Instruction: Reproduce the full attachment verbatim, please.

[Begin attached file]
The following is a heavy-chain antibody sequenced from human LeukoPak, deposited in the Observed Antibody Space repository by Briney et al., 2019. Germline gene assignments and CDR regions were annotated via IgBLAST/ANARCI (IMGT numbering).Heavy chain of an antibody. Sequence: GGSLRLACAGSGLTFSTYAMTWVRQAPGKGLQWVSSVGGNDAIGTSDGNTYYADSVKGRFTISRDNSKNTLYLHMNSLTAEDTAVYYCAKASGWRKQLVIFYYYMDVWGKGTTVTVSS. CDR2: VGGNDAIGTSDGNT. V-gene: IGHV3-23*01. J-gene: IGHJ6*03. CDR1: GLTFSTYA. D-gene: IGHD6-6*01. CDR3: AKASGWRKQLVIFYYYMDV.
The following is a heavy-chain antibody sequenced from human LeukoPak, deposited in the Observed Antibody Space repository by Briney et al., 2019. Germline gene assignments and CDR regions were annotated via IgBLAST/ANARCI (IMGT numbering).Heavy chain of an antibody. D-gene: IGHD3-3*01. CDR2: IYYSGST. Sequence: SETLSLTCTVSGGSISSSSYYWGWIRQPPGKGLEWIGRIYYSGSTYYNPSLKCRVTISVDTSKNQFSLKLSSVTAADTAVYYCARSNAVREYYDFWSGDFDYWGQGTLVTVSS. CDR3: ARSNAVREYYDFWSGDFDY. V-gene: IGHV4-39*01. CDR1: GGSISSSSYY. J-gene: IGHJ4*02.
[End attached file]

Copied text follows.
The following is a heavy-chain antibody sequenced from human LeukoPak, deposited in the Observed Antibody Space repository by Briney et al., 2019. Germline gene assignments and CDR regions were annotated via IgBLAST/ANARCI (IMGT numbering).Heavy chain of an antibody. Sequence: GGSLRLACAGSGLTFSTYAMTWVRQAPGKGLQWVSSVGGNDAIGTSDGNTYYADSVKGRFTISRDNSKNTLYLHMNSLTAEDTAVYYCAKASGWRKQLVIFYYYMDVWGKGTTVTVSS. CDR2: VGGNDAIGTSDGNT. V-gene: IGHV3-23*01. J-gene: IGHJ6*03. CDR1: GLTFSTYA. D-gene: IGHD6-6*01. CDR3: AKASGWRKQLVIFYYYMDV.
The following is a heavy-chain antibody sequenced from human LeukoPak, deposited in the Observed Antibody Space repository by Briney et al., 2019. Germline gene assignments and CDR regions were annotated via IgBLAST/ANARCI (IMGT numbering).Heavy chain of an antibody. D-gene: IGHD3-3*01. CDR2: IYYSGST. Sequence: SETLSLTCTVSGGSISSSSYYWGWIRQPPGKGLEWIGRIYYSGSTYYNPSLKCRVTISVDTSKNQFSLKLSSVTAADTAVYYCARSNAVREYYDFWSGDFDYWGQGTLVTVSS. CDR3: ARSNAVREYYDFWSGDFDY. V-gene: IGHV4-39*01. CDR1: GGSISSSSYY. J-gene: IGHJ4*02.